|In 1955, the first McDonalds drive-in opened. Ann Landers' advice column made its debut as did Alfred E. Newman in Mad magazine. The Church Of Scientology was founded.
Nikoli Bulganin became Soviet Premier. Winston Churchill resigned as British Prime Minister. Ousted Argentine dictator, Juan Peron, fled to Paraguay.
Hurricane Diane battered the Eastern Seaboard. Banks increased the prime rate to 3.5% - a 25 year high.
Merchandisers sold over $100 million worth of Davy Crockett merchandise. O’Hare Airport opened. Tony the Tiger became the pitchman for Kellogg's Frosted Flakes breakfast cereal.
Automakers produced 7,920,186 cars in 1955 - a new record. Kaiser-Willys ceased U.S. auto production after losing $100 million.
In other 1955 auto news, General Motors produced its 50 millionth car - a gold Chevrolet Bel Air hardtop coupe. Chevrolet got its first small-block V-8. It eventually replaced the old flathead Ford V-8 as the hot rodder's engine of choice.
Chevrolet and Pontiac sported all-new bodies. Including trendsetting and legendary stylized hardtop station wagons - the Chevrolet Nomad and the Pontiac Safari. GM introduced four-door pillarless hardtops in 1955. By the following year, most U.S. automakers followed suit.
Chrysler Corporation set a new styling trend with its 'Forward Look', something vastly different from the upright, uninspiring looks of its '54 models. The first production Chrysler 300 was introduced - so named because it had a 300 horsepower Hemi engine under it's hood. The 300 was, arguably, the first muscle car.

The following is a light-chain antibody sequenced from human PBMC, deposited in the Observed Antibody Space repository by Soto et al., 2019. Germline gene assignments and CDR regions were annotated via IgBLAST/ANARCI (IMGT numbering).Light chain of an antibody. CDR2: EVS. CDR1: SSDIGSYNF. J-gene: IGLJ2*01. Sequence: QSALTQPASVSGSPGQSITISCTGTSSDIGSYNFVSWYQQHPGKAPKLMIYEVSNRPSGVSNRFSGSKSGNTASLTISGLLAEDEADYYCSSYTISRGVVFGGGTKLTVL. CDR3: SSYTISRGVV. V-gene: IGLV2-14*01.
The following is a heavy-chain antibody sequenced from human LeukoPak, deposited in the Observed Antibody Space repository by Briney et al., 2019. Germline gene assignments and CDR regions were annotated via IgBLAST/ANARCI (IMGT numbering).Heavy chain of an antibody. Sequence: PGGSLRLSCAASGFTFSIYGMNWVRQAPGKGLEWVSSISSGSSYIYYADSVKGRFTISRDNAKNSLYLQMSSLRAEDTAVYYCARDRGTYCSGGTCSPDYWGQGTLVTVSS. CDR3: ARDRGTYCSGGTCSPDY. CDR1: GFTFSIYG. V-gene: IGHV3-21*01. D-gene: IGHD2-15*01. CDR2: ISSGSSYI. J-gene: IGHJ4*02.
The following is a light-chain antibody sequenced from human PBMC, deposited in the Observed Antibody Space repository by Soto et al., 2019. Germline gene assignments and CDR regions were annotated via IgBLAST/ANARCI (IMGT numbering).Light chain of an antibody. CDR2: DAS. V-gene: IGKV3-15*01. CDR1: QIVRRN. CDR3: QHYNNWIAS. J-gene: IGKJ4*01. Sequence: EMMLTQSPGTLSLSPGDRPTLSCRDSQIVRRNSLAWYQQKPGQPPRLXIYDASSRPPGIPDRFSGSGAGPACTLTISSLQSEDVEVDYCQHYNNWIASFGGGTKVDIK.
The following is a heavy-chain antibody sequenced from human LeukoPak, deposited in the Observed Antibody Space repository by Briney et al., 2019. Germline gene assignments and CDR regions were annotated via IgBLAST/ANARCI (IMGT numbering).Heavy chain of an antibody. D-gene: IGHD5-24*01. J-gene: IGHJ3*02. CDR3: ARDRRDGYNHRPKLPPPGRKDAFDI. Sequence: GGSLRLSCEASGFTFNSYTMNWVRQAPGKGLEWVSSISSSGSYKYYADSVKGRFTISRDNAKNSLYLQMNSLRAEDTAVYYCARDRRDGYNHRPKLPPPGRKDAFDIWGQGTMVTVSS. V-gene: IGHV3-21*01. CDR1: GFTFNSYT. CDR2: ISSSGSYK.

Wraparound windshields became almost universal in American cars. Straight-eight engines disappeared - replaced by new V-8 engines, even at stodgy Packard.
New, non-auto products included Play-Doh and Special K cereal. New words included demolition derby, fish sticks, junk mail, cleavage and rock-and-roll.
Several new TV shows debuted, including 'The Millionaire' and 'The $64,000 Question'. Captain Kangaroo made his TV debut.
Disneyland opened in July; the 'Mickey Mouse Club appeared on TV in October; Disney sold 26,000 pairs of mouse ears weekly.
Top songs included 'Rock Around The Clock' by Bill Haley and this Comets, Bill Hayes' 'The Ballad Of Davy Crockett', 'Cherry Pink And Apple Blossom White' by Perez Prado, Mitch Miller's 'The Yellow Rose of Texas', 'Autumn Leaves' by Roger Williams, 'Only You' by The Platters and 'Sincerely' by the McGuire Sisters.
Deaths included Oscar Meyer, Albert Einstein, Dale Carnegie, James Dean and Bill Vukovich who died in a four-car pile up at the Indianapolis 500. The winner of the 1953 and 1954 Indy races was the first driver killed in a '55 championship auto race.
The Dodgers won the World Series, beating the Yankees, 4-3.